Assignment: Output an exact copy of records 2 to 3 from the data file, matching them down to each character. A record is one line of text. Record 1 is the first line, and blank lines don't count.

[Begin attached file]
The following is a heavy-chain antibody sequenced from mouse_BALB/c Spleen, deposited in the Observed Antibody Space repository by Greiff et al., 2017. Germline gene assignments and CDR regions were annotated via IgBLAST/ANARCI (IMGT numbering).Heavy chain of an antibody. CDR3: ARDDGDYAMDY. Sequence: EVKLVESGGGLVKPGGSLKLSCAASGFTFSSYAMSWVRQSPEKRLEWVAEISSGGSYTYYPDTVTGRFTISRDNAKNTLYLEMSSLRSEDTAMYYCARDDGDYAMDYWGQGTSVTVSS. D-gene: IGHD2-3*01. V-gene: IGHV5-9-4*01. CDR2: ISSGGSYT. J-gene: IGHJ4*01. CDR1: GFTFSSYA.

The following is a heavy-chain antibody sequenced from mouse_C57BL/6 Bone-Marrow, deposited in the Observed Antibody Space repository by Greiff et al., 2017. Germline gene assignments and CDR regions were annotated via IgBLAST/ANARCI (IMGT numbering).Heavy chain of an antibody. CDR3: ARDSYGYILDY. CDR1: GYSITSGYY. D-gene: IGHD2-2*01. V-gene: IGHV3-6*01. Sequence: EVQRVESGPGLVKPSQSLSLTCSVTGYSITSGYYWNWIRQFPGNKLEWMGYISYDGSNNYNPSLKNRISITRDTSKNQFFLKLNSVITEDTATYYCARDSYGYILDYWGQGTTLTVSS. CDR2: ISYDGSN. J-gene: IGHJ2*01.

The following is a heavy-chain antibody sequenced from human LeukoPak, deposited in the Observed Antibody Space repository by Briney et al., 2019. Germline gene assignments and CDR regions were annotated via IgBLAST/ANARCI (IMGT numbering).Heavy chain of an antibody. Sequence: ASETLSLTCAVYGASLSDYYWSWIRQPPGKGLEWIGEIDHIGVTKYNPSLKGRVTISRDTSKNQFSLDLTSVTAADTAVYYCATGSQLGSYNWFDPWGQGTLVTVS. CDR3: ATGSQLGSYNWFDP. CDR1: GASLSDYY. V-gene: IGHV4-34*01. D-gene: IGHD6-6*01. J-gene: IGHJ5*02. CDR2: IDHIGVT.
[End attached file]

The following is a heavy-chain antibody sequenced from mouse_C57BL/6 Bone-Marrow, deposited in the Observed Antibody Space repository by Greiff et al., 2017. Germline gene assignments and CDR regions were annotated via IgBLAST/ANARCI (IMGT numbering).Heavy chain of an antibody. CDR3: ARDSYGYILDY. CDR1: GYSITSGYY. D-gene: IGHD2-2*01. V-gene: IGHV3-6*01. Sequence: EVQRVESGPGLVKPSQSLSLTCSVTGYSITSGYYWNWIRQFPGNKLEWMGYISYDGSNNYNPSLKNRISITRDTSKNQFFLKLNSVITEDTATYYCARDSYGYILDYWGQGTTLTVSS. CDR2: ISYDGSN. J-gene: IGHJ2*01.

The following is a heavy-chain antibody sequenced from human LeukoPak, deposited in the Observed Antibody Space repository by Briney et al., 2019. Germline gene assignments and CDR regions were annotated via IgBLAST/ANARCI (IMGT numbering).Heavy chain of an antibody. Sequence: ASETLSLTCAVYGASLSDYYWSWIRQPPGKGLEWIGEIDHIGVTKYNPSLKGRVTISRDTSKNQFSLDLTSVTAADTAVYYCATGSQLGSYNWFDPWGQGTLVTVS. CDR3: ATGSQLGSYNWFDP. CDR1: GASLSDYY. V-gene: IGHV4-34*01. D-gene: IGHD6-6*01. J-gene: IGHJ5*02. CDR2: IDHIGVT.